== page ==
(Published in August 2012 issue of Dealer Marketing Magazine. Fixed operations cover story. See full issue online here.)
The “Facebook Generation”: Impatient, Skeptical…and Lucrative
Brad Simmons, CEO of ClearMechanic
Ask dealership service managers about under-30 customers and you will see a mix of exasperation and indifference. After all, this is the demographic that knows more about the inner-workings of an iPhone than a car. They often respond to additional service recommendations with blank stares, equal parts confusion and cynicism. Finally, service managers don’t hear from younger customers as frequently as older clients because – as a recent TNS and Sitel study documented – the Facebook Generation strongly prefers online communication to actual speaking.
Two Uncomfortable Truths
But, here is an uncomfortable truth: the younger generation is increasingly essential to service department profitability. A DME Automotive white paper revealed that about half of loyal dealership service customers are over 50 years old. Over 20% of loyal dealership service customers are over 65 years old and may never purchase another vehicle. Relying on these older loyalists is not a sustainable strategy.
And here is one more uncomfortable truth: dealerships already spend a lot of money trying to lure younger customers. They’re just bad at it. Every time a dealer spends money on mobile websites, social media or mobile applications, they are effectively targeting the Facebook generation. As this Nielsen chart shows, smartphone owners are disproportionately young. Stunningly, most 18 to 24 year olds making less than $15,000 own smartphones!
Despite devoting significant resources toward online channels, dealers have not earned the service dollars of young car owners.
A Suggestion to Reach the Facebook Generation
We know from the data above that technology is not a luxury for Gen Y customers; it is a necessity. Younger customers strongly prefer to do things online, whether it is talking with friends, interacting with customer service reps or paying bills.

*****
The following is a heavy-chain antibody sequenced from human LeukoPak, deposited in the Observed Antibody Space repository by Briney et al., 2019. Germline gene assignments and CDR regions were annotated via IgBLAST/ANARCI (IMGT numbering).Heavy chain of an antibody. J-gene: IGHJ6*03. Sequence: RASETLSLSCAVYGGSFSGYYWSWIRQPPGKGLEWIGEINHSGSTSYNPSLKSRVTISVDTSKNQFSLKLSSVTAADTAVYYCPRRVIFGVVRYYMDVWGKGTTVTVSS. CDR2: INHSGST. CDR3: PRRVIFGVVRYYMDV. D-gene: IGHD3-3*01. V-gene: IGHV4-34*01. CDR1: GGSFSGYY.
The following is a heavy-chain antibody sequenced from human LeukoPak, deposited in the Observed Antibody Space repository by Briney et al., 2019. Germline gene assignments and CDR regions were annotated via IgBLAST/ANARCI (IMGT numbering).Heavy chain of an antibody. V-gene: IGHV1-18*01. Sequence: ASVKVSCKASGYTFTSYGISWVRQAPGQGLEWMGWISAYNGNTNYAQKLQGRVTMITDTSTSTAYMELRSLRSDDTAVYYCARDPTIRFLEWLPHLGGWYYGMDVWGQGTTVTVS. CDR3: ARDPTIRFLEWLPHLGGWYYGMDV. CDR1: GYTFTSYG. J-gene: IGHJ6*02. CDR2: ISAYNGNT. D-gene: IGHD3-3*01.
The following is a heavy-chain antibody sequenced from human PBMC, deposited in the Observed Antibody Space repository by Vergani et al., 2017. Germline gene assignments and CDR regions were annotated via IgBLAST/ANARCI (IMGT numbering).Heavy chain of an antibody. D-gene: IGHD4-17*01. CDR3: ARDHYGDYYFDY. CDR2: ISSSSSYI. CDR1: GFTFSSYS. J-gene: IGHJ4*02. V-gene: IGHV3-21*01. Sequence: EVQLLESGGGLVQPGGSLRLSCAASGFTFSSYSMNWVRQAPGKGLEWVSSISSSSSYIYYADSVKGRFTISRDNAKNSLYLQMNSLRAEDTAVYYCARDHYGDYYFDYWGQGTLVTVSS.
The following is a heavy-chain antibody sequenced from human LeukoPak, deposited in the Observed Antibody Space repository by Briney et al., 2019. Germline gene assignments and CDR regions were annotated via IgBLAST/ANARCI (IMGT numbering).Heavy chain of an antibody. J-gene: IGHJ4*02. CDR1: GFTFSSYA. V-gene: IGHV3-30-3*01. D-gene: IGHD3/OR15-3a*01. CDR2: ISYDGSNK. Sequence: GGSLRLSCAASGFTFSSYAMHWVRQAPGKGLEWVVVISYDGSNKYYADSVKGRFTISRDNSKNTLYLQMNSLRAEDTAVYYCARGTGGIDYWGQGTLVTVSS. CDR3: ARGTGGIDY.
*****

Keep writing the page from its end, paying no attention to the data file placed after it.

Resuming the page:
With that premise in mind, let’s make a candid comparison of the dealership service process to other retail experiences. Booking a hotel room or airline ticket is incredibly easy thanks to dozens of web aggregators, like Orbitz and Expedia. Making dinner reservations is not only convenient, but almost fun, with OpenTable. Even distrusted service industries, like insurance providers and cable companies, offer simple web interfaces for sign-up, billing and support.
Dealership service centers, on the other hand, lag behind in online scheduling and support options. Given how intimidating the car repair process is for the average consumer – to say nothing of younger customers, who tend to be more skeptical – it is surprising that dealerships have not jumped at the opportunity to provide online scheduling and support outlets.
Dealer Scheduling Tools Fail for the Facebook Generation
The majority of dealerships do not offer real-time, 24-hour scheduling tools, which already alienates young customers who expect to make appointments at any time of day. But, even dealerships who do offer advanced scheduling tools make the process overly complex. Here are just a few common complaints you will hear from younger consumers when interacting with the best dealer scheduling tools:
Complaint: “Dealer scheduling tools often require the creation of a new user account and password.”
No one likes creating yet another user name and password, especially for an infrequent car service experience.
Complaint: “Dealer scheduling tools ask for information that is not necessary for the car repair appointment.”
Is it essential that a dealer know your home address or home and mobile phone numbers? Consumers believe this is marketing bait.
Complaint: "Dealer scheduling tools take three to five minutes just to make a simple maintenance appointment!"
By asking for non-critical information, such as trim and mileage, and requiring new user accounts, dealer scheduling tools take as long as an old-fashioned phone call.
Isn’t it time as an industry that we stop the flow of younger customers out the door? Based on the above survey comments and industry data, the solution lies within reaching the customers where they now live – online and on their phone. Imagine the possibilities if service departments acted more like the OpenTable’s of the world.